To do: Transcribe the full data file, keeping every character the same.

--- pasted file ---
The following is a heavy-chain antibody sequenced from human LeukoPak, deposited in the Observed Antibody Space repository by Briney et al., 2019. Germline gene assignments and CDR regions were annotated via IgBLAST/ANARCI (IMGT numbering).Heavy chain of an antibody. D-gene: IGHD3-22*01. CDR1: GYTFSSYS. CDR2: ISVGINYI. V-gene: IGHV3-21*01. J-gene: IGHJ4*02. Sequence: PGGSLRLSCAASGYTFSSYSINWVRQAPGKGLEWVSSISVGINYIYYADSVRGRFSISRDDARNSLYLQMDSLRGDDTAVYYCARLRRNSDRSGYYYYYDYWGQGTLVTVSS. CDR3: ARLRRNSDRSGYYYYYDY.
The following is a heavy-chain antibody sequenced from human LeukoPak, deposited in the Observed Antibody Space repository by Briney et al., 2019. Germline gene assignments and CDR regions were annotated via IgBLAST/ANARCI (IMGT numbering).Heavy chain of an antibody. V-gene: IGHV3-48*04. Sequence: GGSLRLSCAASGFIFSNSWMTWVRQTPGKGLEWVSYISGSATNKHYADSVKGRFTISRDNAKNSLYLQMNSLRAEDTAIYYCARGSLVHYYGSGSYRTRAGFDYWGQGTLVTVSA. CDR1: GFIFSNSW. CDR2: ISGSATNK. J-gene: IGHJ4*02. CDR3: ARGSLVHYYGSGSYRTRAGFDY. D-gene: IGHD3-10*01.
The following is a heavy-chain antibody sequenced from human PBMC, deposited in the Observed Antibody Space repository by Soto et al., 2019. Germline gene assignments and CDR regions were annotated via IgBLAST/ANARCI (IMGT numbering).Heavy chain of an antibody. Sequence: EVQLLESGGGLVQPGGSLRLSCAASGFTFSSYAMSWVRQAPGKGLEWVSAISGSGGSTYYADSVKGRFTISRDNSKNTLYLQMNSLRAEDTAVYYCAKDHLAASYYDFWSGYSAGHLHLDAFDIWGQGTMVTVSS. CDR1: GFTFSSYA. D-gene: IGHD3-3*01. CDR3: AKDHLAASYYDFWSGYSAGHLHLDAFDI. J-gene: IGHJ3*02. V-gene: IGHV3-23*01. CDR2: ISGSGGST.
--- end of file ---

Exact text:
The following is a heavy-chain antibody sequenced from human LeukoPak, deposited in the Observed Antibody Space repository by Briney et al., 2019. Germline gene assignments and CDR regions were annotated via IgBLAST/ANARCI (IMGT numbering).Heavy chain of an antibody. D-gene: IGHD3-22*01. CDR1: GYTFSSYS. CDR2: ISVGINYI. V-gene: IGHV3-21*01. J-gene: IGHJ4*02. Sequence: PGGSLRLSCAASGYTFSSYSINWVRQAPGKGLEWVSSISVGINYIYYADSVRGRFSISRDDARNSLYLQMDSLRGDDTAVYYCARLRRNSDRSGYYYYYDYWGQGTLVTVSS. CDR3: ARLRRNSDRSGYYYYYDY.
The following is a heavy-chain antibody sequenced from human LeukoPak, deposited in the Observed Antibody Space repository by Briney et al., 2019. Germline gene assignments and CDR regions were annotated via IgBLAST/ANARCI (IMGT numbering).Heavy chain of an antibody. V-gene: IGHV3-48*04. Sequence: GGSLRLSCAASGFIFSNSWMTWVRQTPGKGLEWVSYISGSATNKHYADSVKGRFTISRDNAKNSLYLQMNSLRAEDTAIYYCARGSLVHYYGSGSYRTRAGFDYWGQGTLVTVSA. CDR1: GFIFSNSW. CDR2: ISGSATNK. J-gene: IGHJ4*02. CDR3: ARGSLVHYYGSGSYRTRAGFDY. D-gene: IGHD3-10*01.
The following is a heavy-chain antibody sequenced from human PBMC, deposited in the Observed Antibody Space repository by Soto et al., 2019. Germline gene assignments and CDR regions were annotated via IgBLAST/ANARCI (IMGT numbering).Heavy chain of an antibody. Sequence: EVQLLESGGGLVQPGGSLRLSCAASGFTFSSYAMSWVRQAPGKGLEWVSAISGSGGSTYYADSVKGRFTISRDNSKNTLYLQMNSLRAEDTAVYYCAKDHLAASYYDFWSGYSAGHLHLDAFDIWGQGTMVTVSS. CDR1: GFTFSSYA. D-gene: IGHD3-3*01. CDR3: AKDHLAASYYDFWSGYSAGHLHLDAFDI. J-gene: IGHJ3*02. V-gene: IGHV3-23*01. CDR2: ISGSGGST.